“Snap-apple” itself was a game where players attached one end of a stick to an apple and the other to a burning candle. The whole thing was spun, and the players tried to bite the apple rather than get a mouth full of hot wax. (Morton, 53) Now, some call the game of trying to grab a hanging apple with your mouth “Snap-apple,” but there’s no way that’s as entertaining.


Um, what is she reaching for?


One of the most common Halloween games in the 19th century used apple peels for fortune telling. A young man or woman was to peel an apple and throw the peel on the floor. Then they interpreted the peel’s shape to learn about their future mate, either through letters of initials or shapes resembling suitors.


Apparently lots of girls would be marrying “S” guys.



She’s a little young to worry about this yet.

In most examples, the young woman had to throw it over her shoulder to get the effect.


She’s gonna keep trying until she gets a “J” for Josephus.


Other versions seemed more immediate, apparently giving young couples some “instructions” on how to behave.


“Any old thing”


It’s interesting how often peeled apples and even loose peels appear on the cards even when there’s no mention of lovers or even when depicting children obviously too young to care. Still, the icon was as ubiquitous as pumpkins and spiders are today.


Creepy ass owl.


Of course we’re now familiar with bobbing for apples, at the very least from It’s the Great Pumpkin, Charlie Brown. But many other games involving apples were also popular, some suggesting a fortune-telling aspect and others just for fun.




Morton, Lisa. Trick or treat: A history of Halloween. London: Reaktion Books, 2012.


Halloween Mirror of Love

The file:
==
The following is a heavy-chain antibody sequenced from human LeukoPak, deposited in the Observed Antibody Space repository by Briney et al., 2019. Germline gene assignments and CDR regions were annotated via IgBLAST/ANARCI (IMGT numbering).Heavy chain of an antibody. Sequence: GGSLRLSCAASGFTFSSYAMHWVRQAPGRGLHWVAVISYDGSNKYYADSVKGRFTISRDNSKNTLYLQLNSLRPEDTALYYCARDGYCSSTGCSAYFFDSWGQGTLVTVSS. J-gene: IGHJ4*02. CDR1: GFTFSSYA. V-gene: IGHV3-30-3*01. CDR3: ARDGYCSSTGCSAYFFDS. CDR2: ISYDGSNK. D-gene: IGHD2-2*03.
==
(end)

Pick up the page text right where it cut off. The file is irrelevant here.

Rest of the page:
So is the mirror cutting that guy in half?

In the 18th and 19th centuries, Halloween was a time for parties. These weren’t the elementary school kids parties with monsters and candy and haunted houses. Instead, they were adult parties where the main events were games for young adults to learn about their future spouses.


You’ll never escape the kitchen!

One of the most common involved mirrors. Although there were countless variations (as you can see by the differences in the cards), most of them involved gazing into a mirror on Halloween night in order to see the face of your beloved.


They have matching hair color!

Some versions said this had to be done right at midnight, most often carrying a candle. (Bannatyne, 73)


Call me crazy, but I’d be freaked out by a dude in the mirror behind me.

Others required you to eat an apple while looking into the mirror. (Some even mixed this with the apple peeling game.)


I’m guessing the ring is also a mirror…

Some required the young woman to brush her hair before the spell could work. (Bannatyne, 75)


Uh, that’s just a picture behind you.

A few went all out and figured that if one weird task was good, lumping them all together was better.


Gotta gather the reagents of the spell won’t work.

Some of the strangest required a young woman to walk down the stairs backwards at midnight while holding a mirror. Not exactly the safest way to do it.


She almost made it down!

It’s no surprise that this game was ripe for pranks and tricks, and many of the cards show people trying to scare those taking the game a bit more seriously. There are also legends that the game could backfire in terrifying ways Lisa Morton quotes a tale about just that:

A lady narrates that on the 1st of November her servant rushed into the room and fainted on the floor. On recovering, she said that she had played a trick that night in the name of the devil before the looking-glass; but what she had seen she dared not speak of, though the remembrance of it would never leave her brain, and she knew the shock would kill her. They tried to laugh her out of her fears, but the next night she was found quite dead, with her features horribly contorted, lying on the floor before the looking-glass, which was shivered to pieces. (Morton, 39)


Some see lovers, some see cultists.

I still haven’t quite figured out where it came from, but it may just be an old folk tradition that became a game. Still, I prefer this to saying Bloody Mary three times and freaking myself out.


Dear God, it’s evil!



Bannatyne, Lesley Pratt. Halloween: An American Holiday, an American History. Gretna, LA: Pelican Publishing Co., 1990.

Morton, Lisa. Trick or treat: A history of Halloween. London: Reaktion Books, 2012.

Of Cabbages and…Kale?